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Windsor Theatre

221 S. Western Ave. Los Angeles, CA 90004  | map |

Opened: Most likely in the fall of 1917. The theatre, a project of Frank A. Grant, was located on the west side of the street between 2nd and 3rd. This item appeared in the May 26, 1917 issue of Southwest Contractor and Manufacturer under the heading "Building Contracts Recorded": 
"Brick Theater -- Frank A. Grant, own; Chas F. Durr Co, des, San Pedro; J. B. Lilly and P. B. Fletcher (Lilly-Fletcher Co), contrs, 621 Investment Building; in 60 working days from May 24; all labor and material for 1-sto and part 2-sto brick theater, store and office building, 125x50 ft. lot 4, Western Place (221 S Western Ave); $14,800; payable: $2250 foundation completed, rough lumber on ground and released, $2250 walls scaffold high, $2250 walls ready for trusses, $2250 roof on, $2250 completed, $3525 35 days after. No bond attached. Dated Apr 30, filed with plans and specifications May 24."

Thanks to Joe Vogel for the research. The page with the item can be seen on Google Books. Joe adds:
"Completion of the project was noted in the 'Notices of Completion Recorded August 2' column of the August 10 issue of Southwest Builder & Contractor. Depending on how long it took them to complete interior work and outfit the house, the Windsor likely opened in the fall of 1917."

Architect: From the mention in the May 26, 1917 issue of Southwest Contractor and Manufacturer, one can assume that the building was designed by the Charles F. Durr Co. of San Pedro.

Thanks to Ken McIntyre for locating this ad in the January 16, 1918 issue of the L.A. Evening Express. It was a post on the Photos of Los Angeles Facebook page of a larger column of ads from the paper. 

A 1918 ad for "We Can't Have Everything" at the Kinema, a downtown house later known as the Criterion

The fine print at the bottom of the ad notes that the film was also playing at the Windsor. Thanks to Ken McIntyre for locating this for a Photos of Los Angeles post.
The Windsor got listed in the 1918 city directory. In the 1919 directory it's listed at 221 S. Windsor Ave., a typo. In 1920 it was used on Sundays by the Wilshire Presbyterian Church while they were constructing a new building. 

A 1921 trade magazine item about a booking at the Windsor that was spotted by Ken McIntyre.  

It's possible that owner Frank Grant had a short-lived deal with A.J. Sanborn to operate the theatre. Joe Vogel comments: 

"Also interesting: A Pacific Coast Architecture Database page for the Rivoli Theatre in Los Angeles cites the 7/1/1921 issue of Southwest Builder and includes their line 'A.J. Sanborn, % Windsor Theatre; Lilly-Fletcher, contractors..." (I think the % is supposed to be c/o, but the optical character reader messed it up, as they do.) Anyway, it looks like by 1921 the Windsor was part of Arthur Sanborn's growing chain of theatres."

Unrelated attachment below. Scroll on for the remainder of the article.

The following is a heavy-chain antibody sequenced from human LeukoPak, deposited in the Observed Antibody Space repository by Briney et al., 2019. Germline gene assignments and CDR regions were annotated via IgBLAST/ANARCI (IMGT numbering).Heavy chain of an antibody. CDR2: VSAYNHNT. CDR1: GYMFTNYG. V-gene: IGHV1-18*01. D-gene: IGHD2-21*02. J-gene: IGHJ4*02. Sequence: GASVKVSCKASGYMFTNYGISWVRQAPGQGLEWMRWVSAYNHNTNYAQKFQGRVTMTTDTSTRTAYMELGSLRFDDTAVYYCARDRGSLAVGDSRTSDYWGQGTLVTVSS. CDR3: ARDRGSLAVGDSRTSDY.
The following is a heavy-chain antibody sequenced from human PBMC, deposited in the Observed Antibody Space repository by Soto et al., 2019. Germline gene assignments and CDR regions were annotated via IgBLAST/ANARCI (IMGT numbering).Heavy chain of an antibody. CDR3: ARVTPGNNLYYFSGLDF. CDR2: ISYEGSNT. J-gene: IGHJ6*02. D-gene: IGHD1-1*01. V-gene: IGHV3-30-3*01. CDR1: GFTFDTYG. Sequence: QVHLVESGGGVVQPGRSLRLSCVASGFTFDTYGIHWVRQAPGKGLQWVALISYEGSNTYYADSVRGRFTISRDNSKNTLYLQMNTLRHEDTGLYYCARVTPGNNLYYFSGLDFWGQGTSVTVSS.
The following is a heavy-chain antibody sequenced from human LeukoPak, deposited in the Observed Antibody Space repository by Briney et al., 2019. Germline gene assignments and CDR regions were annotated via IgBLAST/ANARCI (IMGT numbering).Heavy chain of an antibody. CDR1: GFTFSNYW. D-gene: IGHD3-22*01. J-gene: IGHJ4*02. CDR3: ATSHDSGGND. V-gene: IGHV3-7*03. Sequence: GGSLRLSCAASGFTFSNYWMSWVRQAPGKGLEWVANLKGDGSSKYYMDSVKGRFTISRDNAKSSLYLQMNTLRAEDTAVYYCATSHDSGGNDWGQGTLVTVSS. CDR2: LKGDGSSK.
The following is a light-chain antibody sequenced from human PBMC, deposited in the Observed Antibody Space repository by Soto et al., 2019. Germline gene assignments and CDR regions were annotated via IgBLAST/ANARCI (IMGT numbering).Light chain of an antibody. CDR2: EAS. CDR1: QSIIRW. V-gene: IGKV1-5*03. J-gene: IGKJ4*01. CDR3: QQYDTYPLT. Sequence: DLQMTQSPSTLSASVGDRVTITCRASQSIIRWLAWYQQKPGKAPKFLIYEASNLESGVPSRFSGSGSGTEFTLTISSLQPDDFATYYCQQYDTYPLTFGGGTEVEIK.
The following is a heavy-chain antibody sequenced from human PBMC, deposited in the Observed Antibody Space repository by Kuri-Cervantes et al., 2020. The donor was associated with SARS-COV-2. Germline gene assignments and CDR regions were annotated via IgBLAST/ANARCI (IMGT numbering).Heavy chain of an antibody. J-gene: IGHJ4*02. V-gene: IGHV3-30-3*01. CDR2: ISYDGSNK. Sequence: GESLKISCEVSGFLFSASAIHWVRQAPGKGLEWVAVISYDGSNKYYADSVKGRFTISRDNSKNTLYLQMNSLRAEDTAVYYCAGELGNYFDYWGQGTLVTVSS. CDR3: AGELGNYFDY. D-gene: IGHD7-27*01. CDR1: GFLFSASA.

The Rivoli Theatre, at 4521 S. Western, was a house that Sanborn had built with Grant as a partner.  Lilly-Fletcher was also the contractor for that one. Also in on the deal were J. Leslie Swope and John M. Young, two of Grant's partners in the new firm Hollywood Theatres, Inc. It appears that soon Sanborn was off with his own circuit and Grant, Swope and Young went their own way, focusing on Hollywood. 
In the 1921 and 1922 directories the Windsor's address is shown as 219 S. Western Ave. In the 1921 city directory there's also a listing under theatres for "Grant Bros." at the same address. There seems to be no listing for it in 1923.

We get a nice origin story of Hollywood Theatres, Inc. in this excerpt from a 1924 article that appeared in the Hollywood Citizen. Thanks to Ken McIntyre for locating it for a thread about the Windsor on the Photos of Los Angeles Facebook page. 

Closing: The date is unknown. Presumably sometime before 1927. 

The Windsor doesn't appear in a 1927 ad for Hollywood Theatres, Inc. By 1927 the firm was running the Hollywood, the Carmel, the Granada (later called the Oriental), the Paramount (later known as the Loma), the La Mirada (soon rebranded as the Filmarte) and the Apollo (which finished its days as the Star). 

Status: The building the Windsor Theatre was in has been demolished.

More Information: Sorry, there isn't any yet. 

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